MOSCOW — The Obama administration acknowledged on Friday that a shipment of Russian-made equipment confiscated on its way to Damascus did not violate sanctions, but said that Moscow’s policy of supplying aid to President Bashar al-Assad of Syria was “still morally bankrupt.”
Russia’s foreign minister, Sergey V. Lavrov, said the cargo confiscated on Wednesday contained electronic components for a radar station and that such equipment fell within the bounds of international agreements. In Washington, a State Department spokesman, Victoria Nuland, did not dispute that but expressed the administration’s “grave concern” over Russia’s support for Mr. Assad, whose government is fighting a 19-month-old uprising that has turned into a civil war.
“No responsible country ought to be aiding and abetting the war machine of the Assad regime and particularly those with responsibilities for global peace and security as U.N. Security Council members have,” Ms. Nuland said.
Of the shipment, she said, “we have no doubt, this was serious military equipment.”
On Friday, Mr. Lavrov offered the most detailed explanation Russia has given in its dispute with Turkey over the Moscow-to-Damascus flight, which was intercepted by Turkish warplanes on Wednesday andforced to land in the Turkish capital, Ankara, where the passengers and crew members had to wait for hours. Turkish inspectors examined the aircraft and impounded what Prime Minister Recep Tayyip Erdogan described as Russian munitions bound for Syria’s Defense Ministry.
“We have no secrets,” Mr. Lavrov said. “We have studied the situation: there were no weapons on this airplane, of course, and there could not be. On the airplane there was cargo, which a legal Russian shipper sent via legal means to a legal customer.”
It remains unclear why the shipment was sent to Damascus via a commercial airliner.
The Russian newspaper Kommersant reported on Saturday that the cargo had been sent by a company based in Tula, which produces antitank, antiaircraft and anti-artillery systems, as well as radar equipment. The company identified, KBP Tula, was accused by the United States in 2003 of providing weapons and sophisticated military equipment to Saddam Hussein, the Iraqi leader, in violation of United Nations sanctions.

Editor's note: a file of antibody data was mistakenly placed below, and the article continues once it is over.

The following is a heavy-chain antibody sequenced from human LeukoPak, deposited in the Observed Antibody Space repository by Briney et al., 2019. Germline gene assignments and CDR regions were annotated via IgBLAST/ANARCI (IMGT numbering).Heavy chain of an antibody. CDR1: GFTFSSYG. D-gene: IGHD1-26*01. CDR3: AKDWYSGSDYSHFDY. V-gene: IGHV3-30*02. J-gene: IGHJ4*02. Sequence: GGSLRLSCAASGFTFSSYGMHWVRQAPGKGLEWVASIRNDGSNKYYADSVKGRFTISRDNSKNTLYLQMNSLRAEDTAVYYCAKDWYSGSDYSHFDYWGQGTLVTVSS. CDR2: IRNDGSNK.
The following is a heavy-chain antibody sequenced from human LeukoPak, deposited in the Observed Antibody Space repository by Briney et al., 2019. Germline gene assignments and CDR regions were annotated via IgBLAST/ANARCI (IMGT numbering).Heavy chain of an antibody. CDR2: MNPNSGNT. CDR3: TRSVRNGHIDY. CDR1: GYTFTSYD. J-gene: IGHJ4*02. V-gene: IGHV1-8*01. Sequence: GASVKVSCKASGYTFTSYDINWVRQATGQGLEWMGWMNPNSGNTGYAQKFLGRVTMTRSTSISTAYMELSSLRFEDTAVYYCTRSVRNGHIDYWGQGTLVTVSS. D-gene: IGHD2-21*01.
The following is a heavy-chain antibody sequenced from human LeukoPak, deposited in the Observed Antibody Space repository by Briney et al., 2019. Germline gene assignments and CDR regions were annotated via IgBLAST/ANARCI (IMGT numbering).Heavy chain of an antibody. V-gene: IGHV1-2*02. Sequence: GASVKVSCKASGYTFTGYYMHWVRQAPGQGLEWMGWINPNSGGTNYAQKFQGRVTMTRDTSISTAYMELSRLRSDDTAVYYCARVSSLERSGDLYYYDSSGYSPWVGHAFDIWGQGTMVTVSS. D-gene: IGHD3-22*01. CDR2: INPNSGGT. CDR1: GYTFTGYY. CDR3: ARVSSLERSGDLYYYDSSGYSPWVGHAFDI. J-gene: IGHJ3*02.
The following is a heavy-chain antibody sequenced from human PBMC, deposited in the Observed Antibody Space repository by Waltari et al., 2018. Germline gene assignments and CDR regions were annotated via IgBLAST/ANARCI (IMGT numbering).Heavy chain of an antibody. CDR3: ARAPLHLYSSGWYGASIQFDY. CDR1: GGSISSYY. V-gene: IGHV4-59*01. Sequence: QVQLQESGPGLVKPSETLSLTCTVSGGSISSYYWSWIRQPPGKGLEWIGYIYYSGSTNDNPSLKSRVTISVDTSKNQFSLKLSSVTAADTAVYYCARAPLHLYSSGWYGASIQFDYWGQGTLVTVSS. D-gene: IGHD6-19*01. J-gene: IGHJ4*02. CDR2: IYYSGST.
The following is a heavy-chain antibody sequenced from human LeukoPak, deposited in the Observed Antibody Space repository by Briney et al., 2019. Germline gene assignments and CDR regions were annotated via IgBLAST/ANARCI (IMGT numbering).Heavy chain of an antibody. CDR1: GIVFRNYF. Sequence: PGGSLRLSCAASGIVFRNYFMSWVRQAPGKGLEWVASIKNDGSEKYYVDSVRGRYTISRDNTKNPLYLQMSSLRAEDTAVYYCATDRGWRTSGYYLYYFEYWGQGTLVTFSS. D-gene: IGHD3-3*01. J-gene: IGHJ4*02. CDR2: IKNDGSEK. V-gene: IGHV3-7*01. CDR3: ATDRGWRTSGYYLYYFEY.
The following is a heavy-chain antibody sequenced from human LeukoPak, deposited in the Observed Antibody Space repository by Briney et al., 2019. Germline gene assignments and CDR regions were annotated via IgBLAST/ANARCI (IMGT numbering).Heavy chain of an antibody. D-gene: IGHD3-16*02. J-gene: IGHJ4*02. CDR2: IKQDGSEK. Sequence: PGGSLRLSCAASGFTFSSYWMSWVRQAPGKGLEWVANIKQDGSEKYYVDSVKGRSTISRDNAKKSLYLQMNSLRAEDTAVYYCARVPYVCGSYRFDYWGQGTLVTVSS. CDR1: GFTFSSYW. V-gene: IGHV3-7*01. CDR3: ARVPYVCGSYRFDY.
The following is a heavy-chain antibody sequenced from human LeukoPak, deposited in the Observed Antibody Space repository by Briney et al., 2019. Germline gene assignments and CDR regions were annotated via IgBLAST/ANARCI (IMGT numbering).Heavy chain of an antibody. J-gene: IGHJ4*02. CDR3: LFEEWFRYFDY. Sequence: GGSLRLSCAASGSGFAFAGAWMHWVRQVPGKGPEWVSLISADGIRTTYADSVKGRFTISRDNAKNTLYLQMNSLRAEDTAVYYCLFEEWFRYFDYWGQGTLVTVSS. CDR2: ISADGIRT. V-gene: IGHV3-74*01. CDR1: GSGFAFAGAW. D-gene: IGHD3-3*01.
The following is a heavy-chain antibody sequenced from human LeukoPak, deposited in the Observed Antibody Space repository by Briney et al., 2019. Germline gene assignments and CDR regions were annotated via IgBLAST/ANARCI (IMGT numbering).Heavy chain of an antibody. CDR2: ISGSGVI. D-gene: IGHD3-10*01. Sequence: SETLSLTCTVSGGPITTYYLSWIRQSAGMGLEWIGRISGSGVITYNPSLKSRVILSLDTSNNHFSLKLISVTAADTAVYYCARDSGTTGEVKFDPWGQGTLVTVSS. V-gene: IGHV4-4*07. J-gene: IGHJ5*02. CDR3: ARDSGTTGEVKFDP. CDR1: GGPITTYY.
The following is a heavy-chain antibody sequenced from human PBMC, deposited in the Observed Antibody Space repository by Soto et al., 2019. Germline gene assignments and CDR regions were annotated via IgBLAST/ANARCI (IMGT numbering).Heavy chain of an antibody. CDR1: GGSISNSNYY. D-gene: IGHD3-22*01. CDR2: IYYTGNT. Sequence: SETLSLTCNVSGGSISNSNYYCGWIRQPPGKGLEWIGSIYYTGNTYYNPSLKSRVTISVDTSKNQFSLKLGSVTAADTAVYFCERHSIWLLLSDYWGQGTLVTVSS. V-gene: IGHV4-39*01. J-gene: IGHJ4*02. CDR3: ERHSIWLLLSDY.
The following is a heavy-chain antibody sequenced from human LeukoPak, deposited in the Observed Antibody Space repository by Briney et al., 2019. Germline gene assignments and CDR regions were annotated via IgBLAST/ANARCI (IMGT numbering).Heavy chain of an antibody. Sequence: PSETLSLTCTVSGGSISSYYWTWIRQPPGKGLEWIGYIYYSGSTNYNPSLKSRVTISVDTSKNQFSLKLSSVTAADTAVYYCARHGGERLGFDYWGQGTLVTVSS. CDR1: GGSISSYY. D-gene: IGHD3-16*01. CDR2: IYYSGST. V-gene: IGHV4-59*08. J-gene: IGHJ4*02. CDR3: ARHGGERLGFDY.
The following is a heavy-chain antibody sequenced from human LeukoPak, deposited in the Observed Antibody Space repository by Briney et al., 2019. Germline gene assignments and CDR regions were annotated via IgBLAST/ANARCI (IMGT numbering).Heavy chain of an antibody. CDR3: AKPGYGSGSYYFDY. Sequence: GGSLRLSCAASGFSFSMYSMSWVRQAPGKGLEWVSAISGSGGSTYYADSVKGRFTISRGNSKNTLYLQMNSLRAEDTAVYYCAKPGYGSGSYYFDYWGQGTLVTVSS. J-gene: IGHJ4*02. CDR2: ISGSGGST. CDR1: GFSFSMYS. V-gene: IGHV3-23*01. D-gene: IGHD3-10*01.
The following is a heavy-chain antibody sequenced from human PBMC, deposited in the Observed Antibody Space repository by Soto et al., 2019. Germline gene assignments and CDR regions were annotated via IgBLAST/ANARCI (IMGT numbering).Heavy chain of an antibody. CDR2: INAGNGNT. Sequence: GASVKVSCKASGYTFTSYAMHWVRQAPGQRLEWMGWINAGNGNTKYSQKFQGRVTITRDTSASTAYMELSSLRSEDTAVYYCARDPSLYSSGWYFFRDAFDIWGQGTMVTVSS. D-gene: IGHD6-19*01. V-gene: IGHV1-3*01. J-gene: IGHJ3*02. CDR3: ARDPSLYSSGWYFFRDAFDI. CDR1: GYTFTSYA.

The plane was permitted to leave on Thursday, but Russia and Syria protested the Turkish actions. Russia demanded a further explanation, and Syria said it would file a complaint with international aviation authorities.
The dispute has escalated tensions between Turkey, a NATO member, and Russia, the major arms supplier to Mr. Assad. The fighting has shown no sign of easing and has raised fears that the Middle East will be destabilized, as hundreds of thousands of refugees have spilled into Turkey, Jordan, Lebanon and Iraq.
Turkey’s leaders, who were once close to Mr. Assad, have turned against him and are major backers of the insurgents, who have operated from Turkey and have secured areas of Syrian territory along the Turkish border.
In Istanbul on Saturday, according to news reports, Mr. Erdogan, the Turkish prime minister, criticized the United Nations Security Council, and in particular China and Russia, for failing to take decisive steps to end the Syrian crisis.
China and Russia — both permanent members of the Security Council — have vetoed resolutions intended to pressure the Syrian government to end the fighting and seek a peaceful political transition.
“If we wait for one or two of the permanent members,” Mr. Erdogan said, according to The Associated Press, “then the future of Syria will be in danger.”
The inaction, Mr. Erdogan said, according to media reports, was encouraging the Damascus government to continue its brutal assault.
“The U.N. Security Council has not intervened in the human tragedy that has been going on in Syria for 20 months, despite all our efforts,” Mr. Erdogan said, according to Reuters. “There’s an attitude that encourages, gives the green light to Assad to kill tens or hundreds of people every day.”
Ellen Barry reported from Moscow, and Rick Gladstone from New York. Sebnem Arsu contributed reporting from Hatay, Turkey, and Hwaida Saad from Beirut, Lebanon.